April 18, 2022

Action is Needed to Stop Florida’s Withdrawal from the Youth Risk Behavior Survey

The Youth Risk Behavior Survey (YRBS) provides unique and critical data that guides public health approaches to protecting and promoting the physical and mental well-being of Florida’s young people. However, the Florida Department of Education has recently withdrawn from this data collection[1] and communicated this action to the Centers for Disease Control and Prevention (CDC), who administers the program nationwide, without public or legislative input. The YRBS is crucial because it helps monitor and address the rising mental health, substance use, and physical health problems experienced by Florida’s young adolescents and young adults. The Florida Department of Education should take immediate action to reverse this decision and continue participation in this critical public health data collection.

The Youth Risk Behavior Surveillance System (YRBSS) was launched by the CDC in 1990 to monitor health risk behaviors that lead to disease, death, and social problems for youth and adults. This nationally representative system was initiated to provide data on the prevalence and co-occurrence of primary and behavioral health risk factors including unintentional injuries and violence, sexual behaviors, alcohol and drug use, tobacco use, unhealthy dietary behaviors, and inadequate physical activity.

The YRBS is the actual measure used and provides important data on how these behaviors change over time and allows description of how of sub-groups of youth are faring, including LGBTQ youth and young people of color. Data from the YRBS are widely used to develop health policies that support increasing healthy behaviors and assess progress towards race equity goals. The survey data is also used by researchers and advocates for children, youth, and young adults. Schools use it to identify needed resources to better support their students.

The national YRBS, which is conducted every other year by the CDC, is administered to youth in public (including charter schools) and private high schools.  State departments of health and education and local school districts including in Florida, also collect data.

The table above includes examples of data elements contained in the YRBS.  The YRBS also provides data on trends that underlie the urgency of attending to risk behaviors and allows for examination of data by sub-groups in order to tailor interventions and supports to those students most in need.  In the mental health domain, for example, the number of students who felt sad or hopeless continued to increase from 26.3 percent in 2009 to 33.3 percent in 2019. Females were more likely to report feeling sad or hopeless than males. Similarly, the percent of high schools students who seriously considered suicide increased from 11.6 percent in 2009 to 15.6 percent in 2019. For students who identify as gay or lesbian, the percent who seriously considered suicide was 30.8 percent in 2019. These data underscore the need for gender-specific programming as well as supports for students who identify as LGBTQ.  The data is also needed to understand the impact on the mental well-being on Black youth, who were more likely than their white counterparts to attempt suicide.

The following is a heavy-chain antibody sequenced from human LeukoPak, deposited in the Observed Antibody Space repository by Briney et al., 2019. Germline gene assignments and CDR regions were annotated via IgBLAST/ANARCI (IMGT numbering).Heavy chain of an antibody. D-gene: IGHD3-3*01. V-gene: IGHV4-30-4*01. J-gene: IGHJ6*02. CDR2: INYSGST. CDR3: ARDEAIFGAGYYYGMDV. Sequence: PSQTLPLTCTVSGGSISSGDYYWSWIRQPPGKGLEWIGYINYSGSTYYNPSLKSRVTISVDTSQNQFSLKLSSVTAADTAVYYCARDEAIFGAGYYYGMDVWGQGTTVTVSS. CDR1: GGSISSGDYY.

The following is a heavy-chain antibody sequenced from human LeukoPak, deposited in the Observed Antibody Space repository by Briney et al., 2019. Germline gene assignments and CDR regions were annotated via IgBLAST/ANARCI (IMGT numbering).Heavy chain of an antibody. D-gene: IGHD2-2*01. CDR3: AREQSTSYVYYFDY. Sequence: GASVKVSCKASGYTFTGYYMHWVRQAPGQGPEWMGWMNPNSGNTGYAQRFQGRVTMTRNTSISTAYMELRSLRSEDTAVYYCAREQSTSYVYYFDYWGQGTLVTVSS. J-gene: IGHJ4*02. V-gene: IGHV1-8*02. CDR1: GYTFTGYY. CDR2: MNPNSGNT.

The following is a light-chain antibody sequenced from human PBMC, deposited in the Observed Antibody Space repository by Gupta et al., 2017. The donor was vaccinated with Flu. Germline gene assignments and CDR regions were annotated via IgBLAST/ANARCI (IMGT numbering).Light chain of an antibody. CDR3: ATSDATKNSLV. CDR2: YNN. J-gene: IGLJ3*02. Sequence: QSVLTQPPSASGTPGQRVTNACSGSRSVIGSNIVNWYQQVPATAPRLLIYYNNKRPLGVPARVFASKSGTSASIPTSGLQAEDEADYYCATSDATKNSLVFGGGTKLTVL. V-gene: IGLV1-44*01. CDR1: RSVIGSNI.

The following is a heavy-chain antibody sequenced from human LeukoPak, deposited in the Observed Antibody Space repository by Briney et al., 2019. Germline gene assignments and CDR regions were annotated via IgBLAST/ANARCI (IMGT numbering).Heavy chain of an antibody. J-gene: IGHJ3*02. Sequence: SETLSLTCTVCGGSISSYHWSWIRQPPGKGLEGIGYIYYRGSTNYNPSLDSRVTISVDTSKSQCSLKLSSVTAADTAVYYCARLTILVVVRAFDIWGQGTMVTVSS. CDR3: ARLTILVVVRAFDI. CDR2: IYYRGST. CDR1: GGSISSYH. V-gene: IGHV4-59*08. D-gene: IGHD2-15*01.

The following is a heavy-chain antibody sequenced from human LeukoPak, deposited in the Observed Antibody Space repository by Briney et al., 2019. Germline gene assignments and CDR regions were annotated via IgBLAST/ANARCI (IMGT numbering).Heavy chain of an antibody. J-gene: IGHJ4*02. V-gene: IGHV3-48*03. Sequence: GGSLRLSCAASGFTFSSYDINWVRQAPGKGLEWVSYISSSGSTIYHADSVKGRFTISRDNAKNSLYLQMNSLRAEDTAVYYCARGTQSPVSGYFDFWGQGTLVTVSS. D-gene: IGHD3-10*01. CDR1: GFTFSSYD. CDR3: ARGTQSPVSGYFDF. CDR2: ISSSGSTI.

As families across the state continue to experience hardships amid the pandemic, the state’s withdrawal from the YRBS comes at a time when it is more important than ever to have data on the health and well-being of Florida’s young people. The Department of Children and Families uses YRBS data to monitor suicide preventionAnxiety has been rising during the pandemic, and suicide is the third leading cause of death among young people.  The opioid crisis continues and, indeed, has escalated during the pandemic, with opioid deaths increasing. The proposed mental health allocations in the current state budget continue the efforts to promote mental well-being in the wake of the Marjory Stoneman Douglas massacre. The YRBS data have historically been used by schools to identify resources to support their students’ mental health.

Ending the YRBS has implications for understanding the effects of recent legislation, including HB 1557, unofficially dubbed the “Don’t Say Gay” bill. Part of the power of the YRBS is that it allows for the analysis of data by sub-groups, including LGBTQ youth, so that the needs of these students, who are at a greater risk of depression, suicide, and substance abuse than their peers, are understood and can be supported by schools and community providers.

The YRBS was developed and implemented to shape public policy and support public health and ensure that youth are healthy, well, and ready to succeed.  State agencies should reconfirm their commitment and support of this great resource and window into the health and well-being of Florida’s children.



[1] In an email, the CDC informed Florida Policy Institute that “Florida’s Department of Education has elected to discontinue the cooperative agreement supporting the Youth Risk Behavior Survey (YRBS) and School Health Profiles (Profiles), effective immediately [dated 4/14/2022].”

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